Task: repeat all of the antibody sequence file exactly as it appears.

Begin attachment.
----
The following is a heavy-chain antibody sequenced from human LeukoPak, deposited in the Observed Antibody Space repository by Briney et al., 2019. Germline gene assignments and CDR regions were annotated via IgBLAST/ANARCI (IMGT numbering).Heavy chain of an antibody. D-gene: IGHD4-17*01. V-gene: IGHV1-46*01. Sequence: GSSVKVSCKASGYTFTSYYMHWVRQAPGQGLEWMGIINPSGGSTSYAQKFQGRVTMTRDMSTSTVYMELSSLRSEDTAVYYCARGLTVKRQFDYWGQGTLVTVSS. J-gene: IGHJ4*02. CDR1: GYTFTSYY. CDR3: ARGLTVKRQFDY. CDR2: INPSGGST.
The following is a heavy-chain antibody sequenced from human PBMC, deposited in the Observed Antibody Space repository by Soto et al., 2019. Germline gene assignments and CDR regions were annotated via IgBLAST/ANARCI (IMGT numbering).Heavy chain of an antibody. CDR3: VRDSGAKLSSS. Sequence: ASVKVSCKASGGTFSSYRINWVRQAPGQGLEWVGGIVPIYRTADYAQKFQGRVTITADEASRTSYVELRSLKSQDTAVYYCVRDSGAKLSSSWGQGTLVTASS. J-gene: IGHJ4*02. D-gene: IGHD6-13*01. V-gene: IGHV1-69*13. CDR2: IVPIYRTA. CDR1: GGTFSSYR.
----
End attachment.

The following is a heavy-chain antibody sequenced from human LeukoPak, deposited in the Observed Antibody Space repository by Briney et al., 2019. Germline gene assignments and CDR regions were annotated via IgBLAST/ANARCI (IMGT numbering).Heavy chain of an antibody. D-gene: IGHD4-17*01. V-gene: IGHV1-46*01. Sequence: GSSVKVSCKASGYTFTSYYMHWVRQAPGQGLEWMGIINPSGGSTSYAQKFQGRVTMTRDMSTSTVYMELSSLRSEDTAVYYCARGLTVKRQFDYWGQGTLVTVSS. J-gene: IGHJ4*02. CDR1: GYTFTSYY. CDR3: ARGLTVKRQFDY. CDR2: INPSGGST.
The following is a heavy-chain antibody sequenced from human PBMC, deposited in the Observed Antibody Space repository by Soto et al., 2019. Germline gene assignments and CDR regions were annotated via IgBLAST/ANARCI (IMGT numbering).Heavy chain of an antibody. CDR3: VRDSGAKLSSS. Sequence: ASVKVSCKASGGTFSSYRINWVRQAPGQGLEWVGGIVPIYRTADYAQKFQGRVTITADEASRTSYVELRSLKSQDTAVYYCVRDSGAKLSSSWGQGTLVTASS. J-gene: IGHJ4*02. D-gene: IGHD6-13*01. V-gene: IGHV1-69*13. CDR2: IVPIYRTA. CDR1: GGTFSSYR.